“What’s happened to Brock?” I asked as I plopped on the couch and absentmindedly stroked Oliver behind his ears. His expressive eyes stared back at mine. Dogs always seem to understand. 

“Doesn’t Brock care about us anymore? Before he started acting out like this, we always had fun together. Mom, I love him—even though we’re not flesh and blood, he’s still my big brother. I’ve always looked up to him. This is the second time he’s disappeared for several months.”

“I know, honey,” Mom said sadly. “We’ve all felt hurt and betrayed by Brock’s behavior the past few years. Dad and I have had a hard time understanding this whole thing, so I did some research on addictive behavior.”1

Mom sat down beside me. “I learned that addicts have two sides: the normal side and the addict side, which is totally controlled by their addiction to whatever it is. It can be alcohol, drugs, money, power, sex, food, relationships, shopping—any number of things. The ‘Self,’ or the normal side of the person, does care about others, but the ‘Addict’ side does not. The ‘Addict’ side doesn’t even care about the ‘Self.’ ”

“Addiction is an illness, somewhat like cancer,” she went on. “People do not understand it, but addiction changes one’s personality, just as any long-term illness does. While most people turn to family and friends and God for support and guidance, addicts become preoccupied with their addiction. They can’t have meaningful relationships with others anymore.”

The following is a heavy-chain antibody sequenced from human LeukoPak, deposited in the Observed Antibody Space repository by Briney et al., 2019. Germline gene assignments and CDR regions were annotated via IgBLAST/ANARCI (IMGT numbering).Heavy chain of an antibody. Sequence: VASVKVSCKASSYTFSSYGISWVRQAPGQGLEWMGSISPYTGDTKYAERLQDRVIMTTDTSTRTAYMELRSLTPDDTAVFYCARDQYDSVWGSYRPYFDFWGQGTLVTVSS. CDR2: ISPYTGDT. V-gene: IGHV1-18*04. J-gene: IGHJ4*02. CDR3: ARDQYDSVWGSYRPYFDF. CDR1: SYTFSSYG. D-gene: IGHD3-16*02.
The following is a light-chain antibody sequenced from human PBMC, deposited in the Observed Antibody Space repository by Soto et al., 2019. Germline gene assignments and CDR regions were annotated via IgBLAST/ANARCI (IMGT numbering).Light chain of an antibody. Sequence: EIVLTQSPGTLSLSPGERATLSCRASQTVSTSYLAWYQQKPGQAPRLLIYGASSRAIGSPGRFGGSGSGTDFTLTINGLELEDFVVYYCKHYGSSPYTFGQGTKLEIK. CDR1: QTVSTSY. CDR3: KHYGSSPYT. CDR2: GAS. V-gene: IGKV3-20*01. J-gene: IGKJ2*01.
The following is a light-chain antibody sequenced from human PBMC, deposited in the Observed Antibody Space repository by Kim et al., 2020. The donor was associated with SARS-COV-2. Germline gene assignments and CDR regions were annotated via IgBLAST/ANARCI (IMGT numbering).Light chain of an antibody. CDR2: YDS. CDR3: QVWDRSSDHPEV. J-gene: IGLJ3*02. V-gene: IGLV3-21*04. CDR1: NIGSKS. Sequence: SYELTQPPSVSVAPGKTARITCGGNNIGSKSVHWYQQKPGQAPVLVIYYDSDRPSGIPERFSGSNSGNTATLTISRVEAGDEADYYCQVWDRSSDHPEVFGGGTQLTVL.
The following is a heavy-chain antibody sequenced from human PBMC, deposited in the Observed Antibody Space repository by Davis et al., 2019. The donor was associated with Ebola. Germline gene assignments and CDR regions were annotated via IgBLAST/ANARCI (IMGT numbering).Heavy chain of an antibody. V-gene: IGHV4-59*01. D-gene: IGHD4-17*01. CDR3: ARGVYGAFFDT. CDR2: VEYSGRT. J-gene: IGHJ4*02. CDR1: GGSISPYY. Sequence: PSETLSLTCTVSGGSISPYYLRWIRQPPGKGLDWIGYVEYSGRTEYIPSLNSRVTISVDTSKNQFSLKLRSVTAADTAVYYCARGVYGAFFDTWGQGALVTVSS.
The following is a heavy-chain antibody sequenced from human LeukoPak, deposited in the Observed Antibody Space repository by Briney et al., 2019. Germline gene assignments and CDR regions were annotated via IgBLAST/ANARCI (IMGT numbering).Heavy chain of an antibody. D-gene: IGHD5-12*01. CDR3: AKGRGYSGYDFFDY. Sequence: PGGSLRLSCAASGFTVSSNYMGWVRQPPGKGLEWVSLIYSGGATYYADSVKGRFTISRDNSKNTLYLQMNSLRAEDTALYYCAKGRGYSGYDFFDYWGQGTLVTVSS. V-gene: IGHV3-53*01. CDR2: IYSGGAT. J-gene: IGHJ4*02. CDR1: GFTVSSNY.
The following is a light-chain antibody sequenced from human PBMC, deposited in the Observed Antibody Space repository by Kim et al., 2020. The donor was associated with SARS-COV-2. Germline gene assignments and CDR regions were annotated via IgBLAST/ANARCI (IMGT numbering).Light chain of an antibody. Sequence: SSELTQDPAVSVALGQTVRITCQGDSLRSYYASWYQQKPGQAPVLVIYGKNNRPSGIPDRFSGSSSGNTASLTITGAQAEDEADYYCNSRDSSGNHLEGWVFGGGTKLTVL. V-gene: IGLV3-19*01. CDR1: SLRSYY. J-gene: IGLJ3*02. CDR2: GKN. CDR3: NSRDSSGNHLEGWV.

Sometimes he acts like his old self again,” I reminded her. “Then I begin to think my brother is really back to stay. But soon the ‘Addict’ side of him takes over again, and he barely speaks to us, maybe a ‘Hello,’ on his way out the door. It hurts to see him ignore us like that.”

Mom agreed. “Yes, it does. The ‘Addict’ side of your brother has turned away from family, old friends, and hobbies, all the things that make life really meaningful. He must feel like a stranger inside himself, being cut off from others and even from himself.”

“Emily,” Mom shook her head, “we can’t understand what a terrible struggle this is for him. We learned recently that his entire birth family are alcoholics, and even though he wasn’t raised with them, he obviously was born with the alcoholic gene and a natural attraction to alcohol.”

“Couldn’t you and Dad have somehow stopped him from going down this path?” I asked, searching Mom’s face for an answer. 

“Honey, we couldn’t keep him confined to his room 24/7,” Dad said from his recliner across the room. “We tried grounding him, withholding his allowance, taking away privileges, crying, and pleading with him. Nothing worked.”